What happened after this is not entirely clear: it seems likely that Anne was probably released thanks to her father’s efforts and forced to return home. She is thought to have married a local man and later died, not partaking in any further criminal activities.
Trans – Christine Jorgensen
Born George William Jorgensen, Jr., in the Bronx of New York in 1930 she never fitted the expectations of being male. Drafted as a soldier during World War two, Jorgensen also attended several colleges and briefly worked for Pathé before deciding to go to Sweden for gender reassignment. However on the way she visited relatives in Copenhagen where upon meeting Dr Christian Hamburger, she elected to stay in Denmark. Hamburger was an endocrinologist and specialist in rehabilitative hormonal therapy, and as well as supervising Jorgensen’s hormone therapy, he began to help her organise her first operations. In fourteen months she had surgery that removed both her testicles and penis, before returning to the US. However shortly before her return, the New York Daily News found out her story which led to mass public interest in Jorgensen; she could no longer keep her life private. Jorgensen returned looking and feeling remarkably different than she had when she had last been in the US; she had also changed her name to Christine in honour of Dr Hamburger. In an attempt to get her version out to the world rather than the lurid and fictitious claims of the press, Jorgensen sold her exclusive rights to American Weekly. Faced with limited opportunities due to the publicity, Jorgensen found herself working in the entertainment business as well as becoming an advocate and speaker supporting trans issues.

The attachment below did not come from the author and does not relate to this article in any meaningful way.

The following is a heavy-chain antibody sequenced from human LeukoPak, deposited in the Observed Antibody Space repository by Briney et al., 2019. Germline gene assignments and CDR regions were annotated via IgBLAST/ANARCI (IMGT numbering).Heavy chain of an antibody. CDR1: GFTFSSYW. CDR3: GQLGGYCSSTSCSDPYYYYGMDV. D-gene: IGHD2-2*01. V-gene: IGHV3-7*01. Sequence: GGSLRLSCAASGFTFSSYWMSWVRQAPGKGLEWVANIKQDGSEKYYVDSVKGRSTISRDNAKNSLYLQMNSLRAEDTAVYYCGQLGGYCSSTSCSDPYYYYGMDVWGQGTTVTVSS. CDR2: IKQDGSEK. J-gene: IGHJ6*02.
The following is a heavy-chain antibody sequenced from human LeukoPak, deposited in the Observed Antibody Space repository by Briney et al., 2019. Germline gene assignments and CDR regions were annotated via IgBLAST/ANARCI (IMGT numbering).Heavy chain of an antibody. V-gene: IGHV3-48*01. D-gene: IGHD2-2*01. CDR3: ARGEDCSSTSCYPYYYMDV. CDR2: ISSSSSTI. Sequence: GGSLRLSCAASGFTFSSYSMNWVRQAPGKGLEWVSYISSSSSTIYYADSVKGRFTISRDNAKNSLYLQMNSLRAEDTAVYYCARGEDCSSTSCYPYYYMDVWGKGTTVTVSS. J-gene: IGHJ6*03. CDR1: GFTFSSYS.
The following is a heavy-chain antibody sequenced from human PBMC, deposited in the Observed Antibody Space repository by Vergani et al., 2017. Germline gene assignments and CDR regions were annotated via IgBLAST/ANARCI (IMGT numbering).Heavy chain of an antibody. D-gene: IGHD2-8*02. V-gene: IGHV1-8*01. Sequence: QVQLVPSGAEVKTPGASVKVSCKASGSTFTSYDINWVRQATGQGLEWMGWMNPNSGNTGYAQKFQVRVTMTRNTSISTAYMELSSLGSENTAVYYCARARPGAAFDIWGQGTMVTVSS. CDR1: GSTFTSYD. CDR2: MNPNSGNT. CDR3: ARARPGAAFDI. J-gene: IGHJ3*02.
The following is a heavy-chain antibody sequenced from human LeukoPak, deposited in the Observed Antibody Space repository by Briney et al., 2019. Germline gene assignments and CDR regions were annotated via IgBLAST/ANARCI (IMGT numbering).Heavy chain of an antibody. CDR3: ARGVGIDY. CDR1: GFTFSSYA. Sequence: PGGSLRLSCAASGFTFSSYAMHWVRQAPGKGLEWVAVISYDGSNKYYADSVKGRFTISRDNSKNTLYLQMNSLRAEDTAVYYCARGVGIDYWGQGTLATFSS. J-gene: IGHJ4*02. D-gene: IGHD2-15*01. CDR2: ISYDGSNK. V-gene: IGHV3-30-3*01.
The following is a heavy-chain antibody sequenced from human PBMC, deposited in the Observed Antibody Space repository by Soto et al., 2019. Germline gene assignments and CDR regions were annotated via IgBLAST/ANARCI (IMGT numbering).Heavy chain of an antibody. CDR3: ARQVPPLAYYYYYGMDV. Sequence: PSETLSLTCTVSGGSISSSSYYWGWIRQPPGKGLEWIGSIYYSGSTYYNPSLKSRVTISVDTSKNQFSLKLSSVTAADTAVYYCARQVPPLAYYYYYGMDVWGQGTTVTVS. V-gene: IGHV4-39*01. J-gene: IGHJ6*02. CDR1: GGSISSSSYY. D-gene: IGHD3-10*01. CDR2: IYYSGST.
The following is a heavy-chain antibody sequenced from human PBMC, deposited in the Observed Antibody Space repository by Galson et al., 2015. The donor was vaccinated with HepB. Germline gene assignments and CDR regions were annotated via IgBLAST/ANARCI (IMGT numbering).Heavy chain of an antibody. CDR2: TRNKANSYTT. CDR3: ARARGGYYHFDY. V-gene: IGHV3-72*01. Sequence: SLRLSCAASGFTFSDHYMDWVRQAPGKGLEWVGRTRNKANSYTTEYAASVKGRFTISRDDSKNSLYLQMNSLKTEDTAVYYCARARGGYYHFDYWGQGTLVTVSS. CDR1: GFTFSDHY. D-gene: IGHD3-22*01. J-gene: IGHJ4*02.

While by no means the first person to have a sex change (Jorgensen would have more operations such as vaginoplasty) Jorgensen was one of the first to survive her operations and be known to the public. In later life she continued to work with those in the medical profession who were exploring sex-reassignment change and trans issues, as well as helping trans people socially. In 1989, not long before her death that year of cancer, she said she believed that she had given the sexual revolution “a good swift kick in the pants”.